On The Road It’s: A harder ride than expected. In no way was it a bad ride, far from it. There was ample absorbance and it was more the quicker return to a flat ride, and a definite feeling of tautness, that surprised early on. This is down to part of the safety system that comes under Nissan’s Intelligent Mobility package. The car’s default drive by choice was the torque-split on demand 4WD. In the driver’s display is a graphic that shows the torque being applied front to rear and the drive is well enough set up to have the front doing most of the work without feeling as such.Steering is well balanced with just the right amount of feedback and heft to ensure an engaging drive in this respect. Where the drive fell down was in the CVT’s unwillingness to deal with an engine that has great numbers and exhibits those when using the manual change via the gear selector or paddle shifters.
Anything other than a gentle push on the accelerator resulted in a sensation of feeling mired in mud. Forward motion felt uninspiring, and indifferent, whereas using the manual options gave a definite change in the liveliness of the drive. The brakes made up for it with confidence and solid stopping time after time.What About Safety?: There’s plenty. Intelligent Cruise Control that adapts to the vehicle ahead, Autonomous Emergency Braking, and Blind Spot Warning with a small LED that lights up in the root of the wing mirror to visually advise. Intelligent Trace Control, a form of torque vectoring, is here, and it unobtrusively applies brakes to the wheels sensors feel need an additional boost, and this works cornering to assist in keeping the X-Trail on the road, rather than venturing to where it shouldn’t.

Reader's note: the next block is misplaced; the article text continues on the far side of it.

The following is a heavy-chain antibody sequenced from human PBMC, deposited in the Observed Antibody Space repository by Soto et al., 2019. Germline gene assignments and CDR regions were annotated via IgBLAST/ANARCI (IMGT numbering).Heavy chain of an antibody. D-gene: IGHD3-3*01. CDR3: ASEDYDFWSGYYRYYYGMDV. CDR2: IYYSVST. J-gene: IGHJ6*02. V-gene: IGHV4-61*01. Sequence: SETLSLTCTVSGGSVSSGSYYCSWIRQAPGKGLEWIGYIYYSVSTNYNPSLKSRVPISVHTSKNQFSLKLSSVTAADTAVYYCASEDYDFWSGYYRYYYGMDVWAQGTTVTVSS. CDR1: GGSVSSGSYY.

Intelligent Ride Control works with the engine and transmission, gently backing off torque when the car moves over something like a speed-bump or road ripple. This has the flow on effect of minimising pitch that passengers may feel. Rear Cross Traffic Alert, Lane Departure Warning, and Intelligent Lane Intervention round out the safety package, with what Nissan calls their Intelligent Mobility service incorporating the Lane Intervention, Cruise Control, and Trace Control.What About Warranty And Service?: Five years worth of warranty and unlimited kilometres are a good thing to have in the back pocket. This covers five years of roadside assist and should the vehicle be onsold inside that term, the warranty rolls over with it. Service is the now familiar capped price and varies depending on which level of service is required. This was the pricing structure as of January 2020.
At The End Of The Drive. The Nissan X-Trail Ti is a very featured and equipped vehicle. It rides and handles well enough, has a very good engine but has two things that need improvement. The visually uninspiring touchscreen needs an overhaul and Nissan has plenty of places to look. The other is the CVT. It’s a real negative in what is otherwise a mechanically very well sorted drive-line. More information of the X-Trail’s extensive range and feature set can be found here.